This is widely regarded as the beginning of the War of Independence, even though the men acted on their own initiative to try to start a war. The British government declared martial law in the town under the Defence of the Realm Act but troops were slow to arrive. Without an organized political branch of resistance, war was not formally declared by the Faelish people until well into the conflict, however.
March Inland, Violence Spreads
Despite the establishment of an IRA counterpart (FRA), native and mixed Faels in both the Dhiall and neighboring Duchy territories formed their own Faelish Independence Battalions to assist the Irish rebels in their advance. This would be repeated in many localized areas of fighting; and politics and names would often overlap and contradict each other. Being grassroots militia, the form and operation of the units varied widely.
The principal tactic of the combined forces (numbering only around 2,000 irregular soldiers) was to push strait through the British Duchy to the capital in Althóan. Despite little resistance along the line of advance, the combined FRA-FIB force arrived in the capital haphazardly. It had been a necessary precaution to scatter themselves along a wide front to avoid wholesale capture or ambush. Their arrival in the city was marked by fear on the part of the relatively small British garrison, who stayed in their fortress a full two days before sallying forth to find partisans.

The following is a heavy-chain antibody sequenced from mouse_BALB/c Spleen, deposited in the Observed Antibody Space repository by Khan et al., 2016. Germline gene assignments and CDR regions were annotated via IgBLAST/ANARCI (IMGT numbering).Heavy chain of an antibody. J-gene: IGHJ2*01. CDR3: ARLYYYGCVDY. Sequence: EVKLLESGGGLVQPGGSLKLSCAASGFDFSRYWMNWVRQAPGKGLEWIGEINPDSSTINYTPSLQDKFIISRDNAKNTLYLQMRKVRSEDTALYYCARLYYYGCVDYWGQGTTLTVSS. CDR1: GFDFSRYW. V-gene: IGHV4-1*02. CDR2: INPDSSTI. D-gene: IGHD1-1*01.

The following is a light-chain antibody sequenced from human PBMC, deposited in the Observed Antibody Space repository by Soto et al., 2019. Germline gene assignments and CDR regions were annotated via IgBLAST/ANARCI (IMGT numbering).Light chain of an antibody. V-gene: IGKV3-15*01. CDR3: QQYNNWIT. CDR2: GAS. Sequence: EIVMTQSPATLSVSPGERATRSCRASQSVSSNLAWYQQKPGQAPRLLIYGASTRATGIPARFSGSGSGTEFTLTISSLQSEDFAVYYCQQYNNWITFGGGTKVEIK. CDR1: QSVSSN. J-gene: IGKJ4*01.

The volunteers attacked British government and private property along their march, carried out raids for arms and funds and targeted and killed prominent members of the British administration and Duchy gentry. Among the first was Baronet William C. Higgins, 2nd Lord Tighearnan, who was shot dead in his manor for having shot civilians for unlawful assembly and drilling. They mimicked the successful tactics of the IRA before them, conducting fast and violent raids without uniform and continuing on, living off the land as they went. Although some leaders already called for conventional warfare in order to legitimize the action in the eyes of the world (particularly among the FIB), the more practically experienced veterans and the broader leadership among the FRA opposed these tactics as they were largely impractical without a central government. Still fewer preferred a campaign of civil disobedience rather than armed struggle (largely confined to the west coast). The violence used was at first deeply unpopular with the people; only later, after the atrocities of the first battle of the war would attitude toward the militants become favorable.